Pay as a ticket on journey to ER


Recycles dryer sheets
Nov 13, 2005
This may not be actionable, but when working, I viewed every paycheck as a short ticket on the long journey to FIRE. I kept working to buy those tickets until I finally got to my destination.
Or as my Dad used to put it, "Every time you get fed up with work and want to quit, just think of the cash register going Ka-ching when you get paid. Enough Ka-chings, and you won't have to work any more."

Sort of like saving up for vacation.
A (hopefully) LOOOOOOOOOONG vacation :dance:
For me the metaphor was very clear and palpable: every paycheck was a brick in a high wall I was building between me and the horrible people and surreal situations I was escaping.
Often when the alarm goes off my wife will sigh and say she wishes we didn't have to get up and go to work today. I like to tell her that, if we keep saving the way we are, soon we won't 'have to'. That is pretty motivating for the both of us.

Interesting that we all have these mental tricks ...
I always treasured the receipt of the paycheck; even when I was enjoying my career (yes, I'm one who of those few here who will admit that) there was something so rewarding about receiving that piece of paper. When they converted to direct deposit I missed the routine of walking to the bank every other Friday and getting some cash and depositing the rest. Up until the end, I still enjoyed the delivery of that paper "stub."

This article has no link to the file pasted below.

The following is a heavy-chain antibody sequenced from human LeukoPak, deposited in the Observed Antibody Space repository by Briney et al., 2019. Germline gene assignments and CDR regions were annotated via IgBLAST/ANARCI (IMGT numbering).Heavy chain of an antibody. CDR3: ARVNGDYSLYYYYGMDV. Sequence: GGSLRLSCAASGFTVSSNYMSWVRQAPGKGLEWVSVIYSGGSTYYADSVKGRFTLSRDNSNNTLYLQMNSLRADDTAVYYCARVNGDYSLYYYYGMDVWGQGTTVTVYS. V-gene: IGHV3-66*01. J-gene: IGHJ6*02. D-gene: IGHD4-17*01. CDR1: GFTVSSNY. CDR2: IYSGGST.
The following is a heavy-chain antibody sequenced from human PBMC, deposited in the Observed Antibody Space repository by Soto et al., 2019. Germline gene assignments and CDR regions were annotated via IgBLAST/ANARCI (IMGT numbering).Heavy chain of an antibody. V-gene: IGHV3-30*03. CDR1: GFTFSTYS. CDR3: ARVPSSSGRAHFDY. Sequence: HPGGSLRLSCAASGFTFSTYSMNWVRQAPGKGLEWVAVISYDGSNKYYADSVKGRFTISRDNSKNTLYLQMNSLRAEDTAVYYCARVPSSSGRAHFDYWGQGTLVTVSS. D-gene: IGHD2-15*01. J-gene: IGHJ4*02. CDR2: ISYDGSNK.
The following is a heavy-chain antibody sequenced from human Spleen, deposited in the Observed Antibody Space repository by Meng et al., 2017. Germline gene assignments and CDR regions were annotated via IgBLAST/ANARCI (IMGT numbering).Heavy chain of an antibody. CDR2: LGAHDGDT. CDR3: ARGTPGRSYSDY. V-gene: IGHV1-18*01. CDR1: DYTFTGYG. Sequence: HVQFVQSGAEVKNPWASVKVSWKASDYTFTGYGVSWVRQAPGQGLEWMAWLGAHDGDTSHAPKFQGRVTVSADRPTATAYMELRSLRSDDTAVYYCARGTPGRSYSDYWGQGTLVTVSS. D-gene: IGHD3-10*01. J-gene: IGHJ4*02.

Interesting that we all have these mental tricks ...

I am skilled at [-]self-medication[/-] self-hypnosis when it comes to a "j*b", but now that I'm rounding the final turn, and headed for the home stretch, it's getting much harder to pull off...
When I was a teenager I used to imagine my life in the future. Work certainly was a part of it, but I also visualized a time when I would not have to work. I didn't think of it as "retirement". Once I started working in my chosen career (medicine) I realized that this was something I wanted to do for a finite time only. Becoming FIRE became an unspoken goal. Unspoken, because if articulated, it would have led to loss of credibility. An inheritance put me over the edge to FI, but I did not flaunt it. Hence, when I decided to move on a few years ago, my colleagues were taken by surprise.
Your story is mine exactly, including the inheritance that tipped me into FI. When I visualized my future life I never realized that medicine would be so hectic and that I would be working such long hours. But there is good job security and you are helping others so worth it. Looking forward to next year!
Back in the '80s, as a young lawyer, I tripped across a book called "Your Wealth-Building Years" by Adrian Berg in a Waldenbooks store -- the Rule of 72 and that type of general (but valuable) advice. So I learned to obey the "Pay Yourself First" principle and build up my savings a thin layer at a time. As the paychecks got larger and larger (i.e., as a partner) I just raised my standard of living by very modest increments, far under my earnings. All in all, I have viewed being a lawyer as an interesting and well-paying route on a broadly envisioned life journey that never, ever included finishing out my life as a lawyer. I have always seen it as a (very long) chapter in the book that's my life. God willing, there's only a few pages of that chapter left. Then it's time to make fun things in my wood shop, travel, read, learn to cook, maybe sell antiques....
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